March 11, 2013, 17:42 #13 Super Moderator   Glenn Horrocks Join Date: Mar 2009 Location: Sydney, Australia Posts: 14,000 Rep Power: 108 Local time scale factors of 5 are the range you normally use. If you are using 0.01 with Mach 400 somehwere then soemthing is seriously wrong with your setup. If you have a transonic simulation then you will need very good mesh quality. Can you post a picture of your mesh? Even better, put the residuals in the results file and use them to indentify where in the simulation the high residuals occur. That shows you what area you need to improve - by meshing the area better.

March 12, 2013, 01:34
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omid
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Thank you for your attention dear Glenn
attached file is a picture of mesh, there is about 462235 element.

There is a pipe with 82.804 mm diameter and orifice with 17.14 mm bore diameter. thickness of orifice is about 12.7 mm. Upstream pressure is 150 bar and down stream pressure is 7 bar. mass flow rate of CH4 is 5.712 kg\s.

setup of this problem seems to be simple, have you any comment about it?

Best regards.
Attached Images
 1.JPG (35.1 KB, 28 views)

 March 12, 2013, 07:04 #15 Super Moderator   Glenn Horrocks Join Date: Mar 2009 Location: Sydney, Australia Posts: 14,000 Rep Power: 108 I presume this simulation is axisymmetric? You should model a thin wedge in that case. Shame CFX does not have a true 2D model like Fluent, that would be very useful for this case. You may need to extend the downstream boundary further downstream at this Mach/Re number. The separation is going to be huge and you probably have back flow where you currently have it.

 March 12, 2013, 07:26 #16 Senior Member   omid Join Date: Apr 2011 Posts: 102 Rep Power: 8 With better mesh quality i can finally improve rate of convergence. Know my basic question is: How can i find flow is choked of don't? if not how can i find choking range to study effect fo other parameter on choking? Best regards.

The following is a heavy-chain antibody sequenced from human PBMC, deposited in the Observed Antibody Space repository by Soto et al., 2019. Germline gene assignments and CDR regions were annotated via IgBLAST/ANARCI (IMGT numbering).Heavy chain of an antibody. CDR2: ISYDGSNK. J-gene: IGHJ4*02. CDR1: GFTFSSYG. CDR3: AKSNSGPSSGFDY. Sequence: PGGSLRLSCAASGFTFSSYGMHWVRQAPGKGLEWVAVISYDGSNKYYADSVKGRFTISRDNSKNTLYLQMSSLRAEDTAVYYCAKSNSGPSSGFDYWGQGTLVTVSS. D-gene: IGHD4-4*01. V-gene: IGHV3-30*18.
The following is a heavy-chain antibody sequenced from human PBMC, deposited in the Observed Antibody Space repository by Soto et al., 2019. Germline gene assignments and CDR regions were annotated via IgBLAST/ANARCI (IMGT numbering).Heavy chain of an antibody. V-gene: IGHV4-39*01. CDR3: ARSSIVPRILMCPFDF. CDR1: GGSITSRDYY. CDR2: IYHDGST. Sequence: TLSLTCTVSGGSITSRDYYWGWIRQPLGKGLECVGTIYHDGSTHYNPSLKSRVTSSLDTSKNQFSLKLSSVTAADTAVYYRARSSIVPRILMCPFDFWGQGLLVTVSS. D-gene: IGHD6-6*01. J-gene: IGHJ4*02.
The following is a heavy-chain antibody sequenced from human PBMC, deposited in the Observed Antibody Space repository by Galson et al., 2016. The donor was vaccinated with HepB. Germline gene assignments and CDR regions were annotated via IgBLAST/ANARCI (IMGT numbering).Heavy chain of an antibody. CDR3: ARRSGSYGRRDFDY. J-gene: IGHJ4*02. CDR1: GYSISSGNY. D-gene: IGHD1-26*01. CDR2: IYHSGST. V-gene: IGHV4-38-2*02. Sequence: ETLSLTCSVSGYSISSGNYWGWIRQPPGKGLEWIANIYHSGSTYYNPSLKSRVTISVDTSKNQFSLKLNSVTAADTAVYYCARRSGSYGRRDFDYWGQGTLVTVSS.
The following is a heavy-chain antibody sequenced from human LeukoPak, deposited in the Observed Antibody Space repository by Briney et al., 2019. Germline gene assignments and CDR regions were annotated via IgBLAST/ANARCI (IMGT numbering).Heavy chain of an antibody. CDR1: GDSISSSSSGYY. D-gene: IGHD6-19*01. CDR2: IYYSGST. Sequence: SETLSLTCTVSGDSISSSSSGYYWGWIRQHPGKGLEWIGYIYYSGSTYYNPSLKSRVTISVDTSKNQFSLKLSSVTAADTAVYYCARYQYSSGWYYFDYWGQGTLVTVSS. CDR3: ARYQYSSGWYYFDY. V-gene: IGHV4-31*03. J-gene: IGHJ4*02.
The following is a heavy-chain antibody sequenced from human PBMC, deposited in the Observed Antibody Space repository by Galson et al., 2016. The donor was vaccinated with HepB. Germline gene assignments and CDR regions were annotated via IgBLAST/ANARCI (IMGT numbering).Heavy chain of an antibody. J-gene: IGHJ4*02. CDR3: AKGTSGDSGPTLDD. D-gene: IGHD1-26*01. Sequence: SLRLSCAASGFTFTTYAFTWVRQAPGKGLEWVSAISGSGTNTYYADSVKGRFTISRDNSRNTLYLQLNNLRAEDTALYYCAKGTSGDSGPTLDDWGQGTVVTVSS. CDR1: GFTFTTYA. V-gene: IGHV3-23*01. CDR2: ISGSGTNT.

March 12, 2013, 07:28 #17 Super Moderator   Glenn Horrocks Join Date: Mar 2009 Location: Sydney, Australia Posts: 14,000 Rep Power: 108 Increase the pressure ratio. If the flow rate does not change it is choked.

 March 12, 2013, 07:30 #18 Senior Member   omid Join Date: Apr 2011 Posts: 102 Rep Power: 8 Yes it is axisymmetric , but for include turbulence effect i simulate whole 3 D of model. the max. of mach number is 4.58. i haven't any data about experimental investigation and don't know is this mach number is physically correct or not.

March 12, 2013, 07:31
#19
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omid
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Quote:
 Originally Posted by ghorrocks Increase the pressure ratio. If the flow rate does not change it is choked.
How much increase it? decrease only downstream pressure?

March 12, 2013, 07:56
#20
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OJ
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Quote:
 ... a choked flow is a flow where, for fixed inlet pressure, any decrease in outlet pressure will not result in increase in mass flow rate. Now, this should involve series of simulations to find this minimum outlet pressure.
How much to increase it?
Quote:
 I would start with steady compressible flow (ideal gas density, since choked flow velocities reach Mach 1 region) with relatively coarse mesh to simulate the initial physics to get it right. Once you get an approaximate outlet pressure beyond which any decrease will not result in significant increase in mass flow, you may want use a proper refined mesh and then choose pressures close to this value to get even better estimation for the threshold pressure.
But as Glenn suggests, analytical treatment may also help you zero in on the pressure ratio in the choking range. This should be quicker. You can then use series of simulations of increasing pressure ratio and monitor flow rate. When it flattens, that pressure ratio is choking one.

OJ

Last edited by oj.bulmer; March 12, 2013 at 08:01. Reason: How much to increase?